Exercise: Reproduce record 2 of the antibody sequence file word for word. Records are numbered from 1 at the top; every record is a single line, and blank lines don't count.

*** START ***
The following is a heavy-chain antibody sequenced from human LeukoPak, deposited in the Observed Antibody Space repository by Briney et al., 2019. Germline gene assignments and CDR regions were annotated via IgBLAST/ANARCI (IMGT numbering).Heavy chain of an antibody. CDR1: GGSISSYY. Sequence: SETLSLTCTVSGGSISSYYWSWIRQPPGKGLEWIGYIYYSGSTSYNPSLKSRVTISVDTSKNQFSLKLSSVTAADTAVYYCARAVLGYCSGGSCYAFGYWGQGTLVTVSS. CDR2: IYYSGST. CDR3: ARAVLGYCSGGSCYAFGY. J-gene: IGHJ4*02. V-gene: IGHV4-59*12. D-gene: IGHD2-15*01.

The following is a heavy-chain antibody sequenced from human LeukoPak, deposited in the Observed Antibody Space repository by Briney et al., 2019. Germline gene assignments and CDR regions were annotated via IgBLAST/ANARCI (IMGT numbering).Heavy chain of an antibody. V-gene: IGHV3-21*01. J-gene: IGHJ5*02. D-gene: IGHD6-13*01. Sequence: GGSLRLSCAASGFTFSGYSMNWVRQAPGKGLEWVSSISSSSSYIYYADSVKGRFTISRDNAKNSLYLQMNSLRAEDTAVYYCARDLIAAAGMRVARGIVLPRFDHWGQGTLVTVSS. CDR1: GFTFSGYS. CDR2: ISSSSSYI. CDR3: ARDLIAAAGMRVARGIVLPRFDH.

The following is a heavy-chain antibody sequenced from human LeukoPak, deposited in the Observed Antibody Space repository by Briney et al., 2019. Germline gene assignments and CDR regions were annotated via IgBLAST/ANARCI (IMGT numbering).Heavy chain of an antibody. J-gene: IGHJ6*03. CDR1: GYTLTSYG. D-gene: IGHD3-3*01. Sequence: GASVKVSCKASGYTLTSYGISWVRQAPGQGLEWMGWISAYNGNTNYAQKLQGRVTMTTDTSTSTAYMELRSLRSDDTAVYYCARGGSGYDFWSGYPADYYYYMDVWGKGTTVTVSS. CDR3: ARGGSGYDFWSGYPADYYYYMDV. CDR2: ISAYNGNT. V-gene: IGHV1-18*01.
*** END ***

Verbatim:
The following is a heavy-chain antibody sequenced from human LeukoPak, deposited in the Observed Antibody Space repository by Briney et al., 2019. Germline gene assignments and CDR regions were annotated via IgBLAST/ANARCI (IMGT numbering).Heavy chain of an antibody. V-gene: IGHV3-21*01. J-gene: IGHJ5*02. D-gene: IGHD6-13*01. Sequence: GGSLRLSCAASGFTFSGYSMNWVRQAPGKGLEWVSSISSSSSYIYYADSVKGRFTISRDNAKNSLYLQMNSLRAEDTAVYYCARDLIAAAGMRVARGIVLPRFDHWGQGTLVTVSS. CDR1: GFTFSGYS. CDR2: ISSSSSYI. CDR3: ARDLIAAAGMRVARGIVLPRFDH.